Hannah in presenting the child to Eli made herself known as the woman who had prayed for him in that place years before; "Jehovah hath granted what I asked, therefore I also make him one asked of Jehovah, as long as he liveth he shall be as one asked of Jehorah." The translation "lent" is unsuitable. Jehovah had given, not "lent," Samuel to her; still less could she "lend" him to Jehovah. Elkanah then "worshipped Jehovah." Hannah followed with her song of praise, the prototype of the Virgin Mary's song and Zacharias' song (Luke 1:46 ff, and Luke 1:68 ff), as Samuel typifies Jesus (compare Psalm 113). Hannah regards her case as an illustration of the eternal principle of God's moral government which was to find its highest realization in God's "Anointed," King Messiah. Joy in the Lord's salvation is the final portion of the now afflicted righteous, founded on the holiness of God (Luke 2:2).

Proud speech escapes not God's cognizance (Luke 2:3); Peninnah's case is a sample of the universal law, "by God actions are weighed" (Daniel 5:27). Keil translated "to Him actions are weighed," i.e. His (God's) actions are just; alleging that it is men's hearts not their actions that are weighed (Proverbs 16:2; Proverbs 21:2; Proverbs 24:12). Israel's now insulting foes shall yet be brought to account; "the bows of the mighty shall be broken," and stumbling Israel shall be "girded with strength." "The barren bears seven," i.e. many children, seven being the sacred number indicating divinely covenanted fullness and perfection. "And she that hath many children is waxed feeble;" "Jehovah bringeth down to the grave and bringeth up": soon to be illustrated in Israel's history under Samuel (1 Samuel 4-7).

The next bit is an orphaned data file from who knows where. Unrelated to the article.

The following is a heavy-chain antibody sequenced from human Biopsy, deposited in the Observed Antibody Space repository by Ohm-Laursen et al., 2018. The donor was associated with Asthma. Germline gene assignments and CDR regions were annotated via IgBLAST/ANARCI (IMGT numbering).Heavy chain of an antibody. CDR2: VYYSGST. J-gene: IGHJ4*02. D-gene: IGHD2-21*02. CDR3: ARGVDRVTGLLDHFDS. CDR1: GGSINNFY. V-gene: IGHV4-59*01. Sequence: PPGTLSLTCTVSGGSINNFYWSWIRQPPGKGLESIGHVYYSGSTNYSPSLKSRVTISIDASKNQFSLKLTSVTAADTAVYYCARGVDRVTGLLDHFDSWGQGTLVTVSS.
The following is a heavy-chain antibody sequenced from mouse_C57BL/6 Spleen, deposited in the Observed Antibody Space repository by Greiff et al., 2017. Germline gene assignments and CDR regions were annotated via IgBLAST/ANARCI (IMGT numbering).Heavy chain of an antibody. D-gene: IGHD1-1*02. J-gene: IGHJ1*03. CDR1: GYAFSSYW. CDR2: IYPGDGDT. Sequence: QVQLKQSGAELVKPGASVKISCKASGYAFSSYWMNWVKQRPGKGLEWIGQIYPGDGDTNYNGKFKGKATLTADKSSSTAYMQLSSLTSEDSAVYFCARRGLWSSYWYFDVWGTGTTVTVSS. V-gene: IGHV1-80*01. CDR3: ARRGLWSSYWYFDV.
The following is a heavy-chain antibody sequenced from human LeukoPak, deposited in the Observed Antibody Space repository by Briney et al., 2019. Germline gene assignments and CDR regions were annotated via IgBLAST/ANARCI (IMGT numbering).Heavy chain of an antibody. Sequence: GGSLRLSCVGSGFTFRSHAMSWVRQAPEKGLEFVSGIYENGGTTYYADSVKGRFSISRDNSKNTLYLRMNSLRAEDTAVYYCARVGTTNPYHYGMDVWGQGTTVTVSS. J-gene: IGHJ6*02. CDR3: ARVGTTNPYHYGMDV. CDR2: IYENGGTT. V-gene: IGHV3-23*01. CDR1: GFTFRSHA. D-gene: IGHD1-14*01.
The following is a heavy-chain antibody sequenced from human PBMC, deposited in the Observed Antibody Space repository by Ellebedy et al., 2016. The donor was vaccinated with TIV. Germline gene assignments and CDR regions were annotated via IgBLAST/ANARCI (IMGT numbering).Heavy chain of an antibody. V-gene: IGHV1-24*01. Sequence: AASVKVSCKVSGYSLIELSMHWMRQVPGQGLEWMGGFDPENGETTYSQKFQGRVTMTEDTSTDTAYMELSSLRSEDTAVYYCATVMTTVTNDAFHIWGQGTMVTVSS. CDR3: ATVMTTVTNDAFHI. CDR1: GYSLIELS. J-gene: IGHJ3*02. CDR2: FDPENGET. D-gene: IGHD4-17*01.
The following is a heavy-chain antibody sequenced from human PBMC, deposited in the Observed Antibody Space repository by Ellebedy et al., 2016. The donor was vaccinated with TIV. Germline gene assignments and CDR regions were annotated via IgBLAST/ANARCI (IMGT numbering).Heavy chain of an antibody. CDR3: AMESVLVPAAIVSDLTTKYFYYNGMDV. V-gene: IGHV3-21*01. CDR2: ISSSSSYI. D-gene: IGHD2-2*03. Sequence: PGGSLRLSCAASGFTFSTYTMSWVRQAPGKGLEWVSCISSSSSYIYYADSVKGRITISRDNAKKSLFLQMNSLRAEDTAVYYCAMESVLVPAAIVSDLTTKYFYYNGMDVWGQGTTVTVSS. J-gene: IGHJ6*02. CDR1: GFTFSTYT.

"He will keep the feet of His saints, and the wicked shall be silent in darkness": the humble saints will be "kept" finally (1 Peter 1:5; 1 Peter 5:5-7), whereas the now loud boasting wicked shall be silenced (Judges 1:15; Matthew 22:12-13) in perpetual darkness. Her prophetic anticipations have been and are being fulfilled. The Philistine oppressors have long passed into oblivion, but trodden down Israel survives, awaiting the day when "the adversaries of Jehovah shall be broken to pieces," when "He shall judge the ends of the earth, and give strength unto His King, and exalt His Anointed," in whom alone the divine kingdom finds its culmination (Psalm 2).

Hannah made and brought Samuel yearly a coat (meeiyl ), the term for the coat of the high priest, which it resembled, though of simpler material and less ornament; it marked his close spiritual relation to Jehovah and His high priest) when she accompanied Elkanah to the yearly sacrifice. Her devoting him to Jehovah was, in accordance with Eli's prayer, followed by God giving her three more sons and two daughters, for He rewards superabundantly any sacrifice we make for Him (2 Chronicles 25:9; 2 Corinthians 9:10-11).

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Bibliography Information
Fausset, Andrew R. Entry for 'Hannah'. Fausset's Bible Dictionary. https://www.studylight.org/dictionaries/eng/fbd/h/hannah.html. 1949.